Ramasamy: Targeted diesel subsidies might have been conceived in a haste; RM4b savings can just be a mirage

PRIME Minister (PM) Datuk Seri Anwar Ibrahim says that the targeted diesel subsidies are meant to ensure that right categories of Malaysians benefit from them.

Earlier, blanket diesel subsidies seem to abused by the rich and the powerful. Tales of the rich leveraging diesel subsidies for their luxury vehicles are too many.

Due to this malpractice, the government is said to have lost billions of taxpayers’ money. Moreover, the earlier PMs only talked about targeted diesel subsidies but lacked the political will to implement them.

Anwar thinks that the government cannot sit around and watch as the country bled with unscrupulous people taking advantage of subsidies that was meant for the B40 category.

It is not that subsidies are wrong but the manner of implementation seems to be the problem. As some have suggested. why not introduce the targeted diesel subsidies in a gradual manner by giving the time and space for the government to see their effects.

Non-business diesel-powered pick-up truck owners may have to bear the brunt of the latest 55.8% diesel price hike to RM3.35/litre(Image credit: Mekanika)

The all-of-sudden introduction of targeted diesel subsidies might pose problems that the government might not have anticipated.

But Anwar went on to say that the government will save of RM4 bil by implementing the targeted diesel subsidies that took effect past midnight on June 10.

The price for a litre of diesel has gone up 55.8% to the market rate of RM3.35 from the original price of RM2.15.

On top of these, there are categories of the working class who might be eligible for subsidies. I understand that those in need of subsidies will get RM200/month upon applying to the special Madani Fund.

More than one way to skin a cat

Anwar should also realise that saving money for the country comes from various ways, not just through targeted diesel subsidies alone.

Anwar knows how the country was siphoned off in billions through corruption, money laundering and other nefarious financial irregularities.

But yet the crackdown on corruption seems to be hampered by the cumbersome bureaucracy and the ineffective Malaysian Anti-Corruption Commission (MACC).

I wonder whether there is political will or not on the part of the Madani government to eradicate corruption and the attendant evils.

If the MACC could rely on newspapers reports to investigate or not to investigate wrongdoings, then how can the public have confidence in this anti-graft agency.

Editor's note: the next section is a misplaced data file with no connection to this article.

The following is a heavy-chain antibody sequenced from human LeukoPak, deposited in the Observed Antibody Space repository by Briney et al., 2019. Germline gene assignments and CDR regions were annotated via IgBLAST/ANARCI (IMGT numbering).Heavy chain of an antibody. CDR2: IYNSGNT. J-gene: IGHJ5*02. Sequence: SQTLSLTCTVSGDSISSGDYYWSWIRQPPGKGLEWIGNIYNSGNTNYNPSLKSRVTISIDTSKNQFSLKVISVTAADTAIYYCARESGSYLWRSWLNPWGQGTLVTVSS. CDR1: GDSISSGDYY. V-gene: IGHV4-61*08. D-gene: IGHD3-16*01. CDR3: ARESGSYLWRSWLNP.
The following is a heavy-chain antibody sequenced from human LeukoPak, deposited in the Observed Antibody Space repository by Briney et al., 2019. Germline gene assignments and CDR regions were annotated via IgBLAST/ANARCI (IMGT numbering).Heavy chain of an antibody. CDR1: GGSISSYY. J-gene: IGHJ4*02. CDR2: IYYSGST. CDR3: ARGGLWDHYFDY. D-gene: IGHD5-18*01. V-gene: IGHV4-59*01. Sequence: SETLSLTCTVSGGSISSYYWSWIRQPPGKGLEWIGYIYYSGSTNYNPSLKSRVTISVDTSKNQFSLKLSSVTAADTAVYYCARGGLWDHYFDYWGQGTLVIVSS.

Even as he is incapable to eradicate poverty at home, Anwar has been very generous in donating to various overseas causes, presumably to build up his own political traction.

Anwar or his ministers have yet to give the breakdown on the flow of foreign investments in the country. This is despite the boast that billions of ringgit have been flowing into the country.

The much talked about reforms which is an important agenda of the Pakatan Harapan ({PH)-led government is in tatters.

Anwar came to power on the promise of reforms but where are those reforms that he had promised? Recently, electoral watchdog BERSIH (Coalition for Clean and Fair Elections) did not give a pass to Anwar on reforms but instead an “F”.

‘Optical illusion’

It is not that fuel subsidies – targeted or blanket – are not required in the country. The government must take the necessary measures to cushion the B40 category from the worst effects of the rise in the cost of living.

I have the feeling that the targeted diesel subsidies were introduced without much thought or understanding.

Whether the anticipated RM4 bil savings is a realistic figure or not remains to be seen. It might even be a mirage or an optical illusion.

If the government seriously wants to save money, then it should think of parallel measures such as the trimming of the bloated civil service, shutting down on agencies that serve no purpose or curbing the brain drain stemming from the notion of meritocracy that has been long avoided by the government.

Saving money for the country through the imposition of target diesel subsidies leaves much to be desired for. There is a need for a broader, comprehensive and systematic framework to address the financial dilemma faced by the government.

Short term measures stand the chance of being fizzled out without meeting the intended objectives. – June 11, 2024


Former DAP stalwart and Penang chief minister II Prof Ramasamy Palanisamy is chairman of the United Rights of Malaysian Party (Urimai) interim council.

The views expressed are solely of the author and do not necessarily reflect those of Focus Malaysia.

Subscribe and get top news delivered to your Inbox everyday for FREE